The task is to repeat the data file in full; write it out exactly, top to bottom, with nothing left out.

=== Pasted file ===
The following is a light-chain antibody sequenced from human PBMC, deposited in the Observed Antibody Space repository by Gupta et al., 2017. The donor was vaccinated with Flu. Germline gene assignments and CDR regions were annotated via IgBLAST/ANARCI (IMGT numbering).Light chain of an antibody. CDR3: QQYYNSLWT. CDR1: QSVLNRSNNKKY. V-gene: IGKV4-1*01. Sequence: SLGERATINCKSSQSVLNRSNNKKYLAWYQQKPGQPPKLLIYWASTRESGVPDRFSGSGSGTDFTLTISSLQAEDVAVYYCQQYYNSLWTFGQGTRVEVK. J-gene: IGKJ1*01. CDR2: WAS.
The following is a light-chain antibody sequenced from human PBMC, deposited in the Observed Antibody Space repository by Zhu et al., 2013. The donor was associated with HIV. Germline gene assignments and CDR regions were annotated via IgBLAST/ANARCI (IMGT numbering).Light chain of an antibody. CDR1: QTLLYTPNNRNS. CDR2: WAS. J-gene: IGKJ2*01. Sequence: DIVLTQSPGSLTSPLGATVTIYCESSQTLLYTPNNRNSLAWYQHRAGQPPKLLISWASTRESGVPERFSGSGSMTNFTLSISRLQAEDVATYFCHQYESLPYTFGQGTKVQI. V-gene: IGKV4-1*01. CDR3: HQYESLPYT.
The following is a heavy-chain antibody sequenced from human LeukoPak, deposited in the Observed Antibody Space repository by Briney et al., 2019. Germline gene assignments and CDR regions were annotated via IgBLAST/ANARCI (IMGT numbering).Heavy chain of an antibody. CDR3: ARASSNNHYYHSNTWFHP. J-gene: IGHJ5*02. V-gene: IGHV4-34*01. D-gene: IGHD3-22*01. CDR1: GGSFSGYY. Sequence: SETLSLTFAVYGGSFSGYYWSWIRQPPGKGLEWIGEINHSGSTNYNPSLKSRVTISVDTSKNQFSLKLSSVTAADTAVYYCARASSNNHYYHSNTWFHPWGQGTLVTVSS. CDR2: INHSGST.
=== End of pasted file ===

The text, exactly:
The following is a light-chain antibody sequenced from human PBMC, deposited in the Observed Antibody Space repository by Gupta et al., 2017. The donor was vaccinated with Flu. Germline gene assignments and CDR regions were annotated via IgBLAST/ANARCI (IMGT numbering).Light chain of an antibody. CDR3: QQYYNSLWT. CDR1: QSVLNRSNNKKY. V-gene: IGKV4-1*01. Sequence: SLGERATINCKSSQSVLNRSNNKKYLAWYQQKPGQPPKLLIYWASTRESGVPDRFSGSGSGTDFTLTISSLQAEDVAVYYCQQYYNSLWTFGQGTRVEVK. J-gene: IGKJ1*01. CDR2: WAS.
The following is a light-chain antibody sequenced from human PBMC, deposited in the Observed Antibody Space repository by Zhu et al., 2013. The donor was associated with HIV. Germline gene assignments and CDR regions were annotated via IgBLAST/ANARCI (IMGT numbering).Light chain of an antibody. CDR1: QTLLYTPNNRNS. CDR2: WAS. J-gene: IGKJ2*01. Sequence: DIVLTQSPGSLTSPLGATVTIYCESSQTLLYTPNNRNSLAWYQHRAGQPPKLLISWASTRESGVPERFSGSGSMTNFTLSISRLQAEDVATYFCHQYESLPYTFGQGTKVQI. V-gene: IGKV4-1*01. CDR3: HQYESLPYT.
The following is a heavy-chain antibody sequenced from human LeukoPak, deposited in the Observed Antibody Space repository by Briney et al., 2019. Germline gene assignments and CDR regions were annotated via IgBLAST/ANARCI (IMGT numbering).Heavy chain of an antibody. CDR3: ARASSNNHYYHSNTWFHP. J-gene: IGHJ5*02. V-gene: IGHV4-34*01. D-gene: IGHD3-22*01. CDR1: GGSFSGYY. Sequence: SETLSLTFAVYGGSFSGYYWSWIRQPPGKGLEWIGEINHSGSTNYNPSLKSRVTISVDTSKNQFSLKLSSVTAADTAVYYCARASSNNHYYHSNTWFHPWGQGTLVTVSS. CDR2: INHSGST.